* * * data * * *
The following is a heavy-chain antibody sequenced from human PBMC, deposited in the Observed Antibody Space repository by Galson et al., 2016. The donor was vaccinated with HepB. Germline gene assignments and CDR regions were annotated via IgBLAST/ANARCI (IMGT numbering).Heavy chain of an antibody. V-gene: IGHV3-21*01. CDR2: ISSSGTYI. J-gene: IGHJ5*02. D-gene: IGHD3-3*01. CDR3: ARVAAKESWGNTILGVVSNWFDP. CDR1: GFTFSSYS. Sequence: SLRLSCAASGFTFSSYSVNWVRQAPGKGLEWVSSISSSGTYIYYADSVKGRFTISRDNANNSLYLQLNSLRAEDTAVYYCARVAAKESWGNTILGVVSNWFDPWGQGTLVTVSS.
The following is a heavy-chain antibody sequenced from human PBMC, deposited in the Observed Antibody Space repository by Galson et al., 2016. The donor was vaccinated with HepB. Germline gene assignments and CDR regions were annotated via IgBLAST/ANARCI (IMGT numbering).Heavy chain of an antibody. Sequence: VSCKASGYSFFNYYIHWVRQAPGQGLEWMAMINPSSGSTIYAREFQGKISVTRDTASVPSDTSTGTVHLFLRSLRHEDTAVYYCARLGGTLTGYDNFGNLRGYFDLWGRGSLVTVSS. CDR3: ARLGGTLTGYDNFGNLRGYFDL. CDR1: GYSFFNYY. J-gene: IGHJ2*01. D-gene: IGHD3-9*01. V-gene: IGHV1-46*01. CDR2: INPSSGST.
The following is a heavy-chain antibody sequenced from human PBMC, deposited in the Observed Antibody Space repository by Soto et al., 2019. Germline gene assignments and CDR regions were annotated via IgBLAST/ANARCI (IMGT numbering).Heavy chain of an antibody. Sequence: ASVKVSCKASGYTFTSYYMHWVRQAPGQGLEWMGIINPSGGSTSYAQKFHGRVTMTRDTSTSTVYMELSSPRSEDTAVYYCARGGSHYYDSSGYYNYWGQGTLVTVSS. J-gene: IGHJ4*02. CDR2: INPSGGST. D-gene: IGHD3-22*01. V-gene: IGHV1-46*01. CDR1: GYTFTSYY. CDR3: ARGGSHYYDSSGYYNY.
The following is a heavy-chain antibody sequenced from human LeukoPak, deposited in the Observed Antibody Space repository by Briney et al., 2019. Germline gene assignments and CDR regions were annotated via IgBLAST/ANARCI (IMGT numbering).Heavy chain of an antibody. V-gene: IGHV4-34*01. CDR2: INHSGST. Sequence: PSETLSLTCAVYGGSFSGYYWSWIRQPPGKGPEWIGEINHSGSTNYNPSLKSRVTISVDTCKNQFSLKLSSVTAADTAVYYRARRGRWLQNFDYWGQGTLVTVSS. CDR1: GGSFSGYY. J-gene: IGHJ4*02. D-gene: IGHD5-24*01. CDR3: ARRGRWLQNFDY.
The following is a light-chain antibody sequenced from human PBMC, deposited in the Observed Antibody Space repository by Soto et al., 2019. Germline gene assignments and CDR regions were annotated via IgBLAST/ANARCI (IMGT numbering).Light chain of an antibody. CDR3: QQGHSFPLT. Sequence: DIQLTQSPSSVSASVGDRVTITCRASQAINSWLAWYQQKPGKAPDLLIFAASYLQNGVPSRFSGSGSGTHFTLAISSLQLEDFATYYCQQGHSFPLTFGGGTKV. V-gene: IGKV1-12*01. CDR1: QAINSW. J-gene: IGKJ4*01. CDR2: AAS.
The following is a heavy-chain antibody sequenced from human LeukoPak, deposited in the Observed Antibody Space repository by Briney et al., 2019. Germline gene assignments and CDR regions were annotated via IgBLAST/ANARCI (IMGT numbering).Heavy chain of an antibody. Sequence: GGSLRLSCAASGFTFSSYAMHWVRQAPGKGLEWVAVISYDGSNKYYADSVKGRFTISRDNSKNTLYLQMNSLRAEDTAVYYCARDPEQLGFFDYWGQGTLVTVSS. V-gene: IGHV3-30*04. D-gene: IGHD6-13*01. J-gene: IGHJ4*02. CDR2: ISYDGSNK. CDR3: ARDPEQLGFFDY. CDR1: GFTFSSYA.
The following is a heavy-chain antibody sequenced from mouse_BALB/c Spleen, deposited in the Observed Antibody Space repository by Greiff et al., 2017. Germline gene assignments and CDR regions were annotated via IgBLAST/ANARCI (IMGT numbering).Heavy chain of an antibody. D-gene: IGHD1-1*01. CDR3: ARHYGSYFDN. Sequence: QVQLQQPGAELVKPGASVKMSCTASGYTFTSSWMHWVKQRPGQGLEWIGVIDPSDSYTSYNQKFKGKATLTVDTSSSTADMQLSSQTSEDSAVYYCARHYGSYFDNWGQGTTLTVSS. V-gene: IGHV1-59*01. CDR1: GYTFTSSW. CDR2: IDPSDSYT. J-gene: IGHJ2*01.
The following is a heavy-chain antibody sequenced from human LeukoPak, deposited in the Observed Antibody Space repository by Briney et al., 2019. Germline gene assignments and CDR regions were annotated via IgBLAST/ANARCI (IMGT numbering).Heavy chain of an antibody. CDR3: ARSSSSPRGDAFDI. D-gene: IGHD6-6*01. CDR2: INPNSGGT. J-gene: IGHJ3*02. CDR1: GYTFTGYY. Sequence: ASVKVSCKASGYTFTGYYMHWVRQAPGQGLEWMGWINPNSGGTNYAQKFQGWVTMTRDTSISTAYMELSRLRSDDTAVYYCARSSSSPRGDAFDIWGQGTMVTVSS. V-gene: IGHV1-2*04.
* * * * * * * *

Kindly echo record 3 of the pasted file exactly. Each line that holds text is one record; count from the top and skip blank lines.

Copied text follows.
The following is a heavy-chain antibody sequenced from human PBMC, deposited in the Observed Antibody Space repository by Soto et al., 2019. Germline gene assignments and CDR regions were annotated via IgBLAST/ANARCI (IMGT numbering).Heavy chain of an antibody. Sequence: ASVKVSCKASGYTFTSYYMHWVRQAPGQGLEWMGIINPSGGSTSYAQKFHGRVTMTRDTSTSTVYMELSSPRSEDTAVYYCARGGSHYYDSSGYYNYWGQGTLVTVSS. J-gene: IGHJ4*02. CDR2: INPSGGST. D-gene: IGHD3-22*01. V-gene: IGHV1-46*01. CDR1: GYTFTSYY. CDR3: ARGGSHYYDSSGYYNY.